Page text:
Japanese Sake: Experiencing Japan’s Quintessential Libation

Japanese Sake: Experiencing Japan’s Quintessential Libation

Publish-date: Mar 03 2016 Update-date: Aug 06 2019

Sake has continually maintained its place as the country’s quintessential libation of sophistication and good taste. Often referred to as “rice wine” overseas, the fermentation process taken upon master sake craftsman is much more akin to brewing a fine ale than fermenting grapes for wine. Like wine, however, there are an endless number of lesser-known craft labels, each with wholly unique flavors and complexity that often cannot be found in foreign markets. To truly understand the art of sake, you must come to Japan—but even then there is much to learn before taking the first sip.

A Connoisseur's Guide to Drinking Japanese Sake


Understanding the Differences in Sake Temperature

japanese sake
Containing only about one third of the acidity generally found in wine, sake offers a subtle, delicate flavor that varies based upon the temperature it is consumed. For those new to sake, the first suggested tasting temperature should be warm sake, known in Japanese as okan. By heating the sake, the sweeter tones become more pronounced as well as offering a smoother mouthfeel.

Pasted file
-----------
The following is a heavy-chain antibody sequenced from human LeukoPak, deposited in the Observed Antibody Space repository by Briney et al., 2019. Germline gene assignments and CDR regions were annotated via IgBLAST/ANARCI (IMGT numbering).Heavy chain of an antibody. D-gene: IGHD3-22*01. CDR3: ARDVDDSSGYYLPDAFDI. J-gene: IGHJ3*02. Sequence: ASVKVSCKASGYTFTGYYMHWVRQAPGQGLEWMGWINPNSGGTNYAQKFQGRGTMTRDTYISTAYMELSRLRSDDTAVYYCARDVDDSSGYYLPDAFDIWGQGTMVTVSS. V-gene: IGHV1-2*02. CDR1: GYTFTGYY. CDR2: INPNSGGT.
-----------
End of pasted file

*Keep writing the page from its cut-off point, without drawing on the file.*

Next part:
The second way to enjoy sake is at room temperature, known in Japanese as hiya. This traditional tasting temperature is a perfect choice for premium sake labels known for their supple flavors and aroma.
The final tasting temperature, known in Japanese as reishu, is to savor the sake slightly chilled, which allows the complex flavors to emerge, much like a fine white wine.

Understanding the Differences in Sake Cups

japanese sake
Born from a culture of presentation, the diminutive Japanese sake cup requires as high-quality of craftsmanship as that of the sake it holds within. But beyond its artistry, the cup must also function to enhance the flavor, aroma and experience of savoring sake. Typically, the preferred method of serving sake the world over is with small, cylindrical glassware or stoneware cups known interchangeably in Japanese as guinomi or ochoko, and are available in traditional ceramics, etched glassware and modern designs.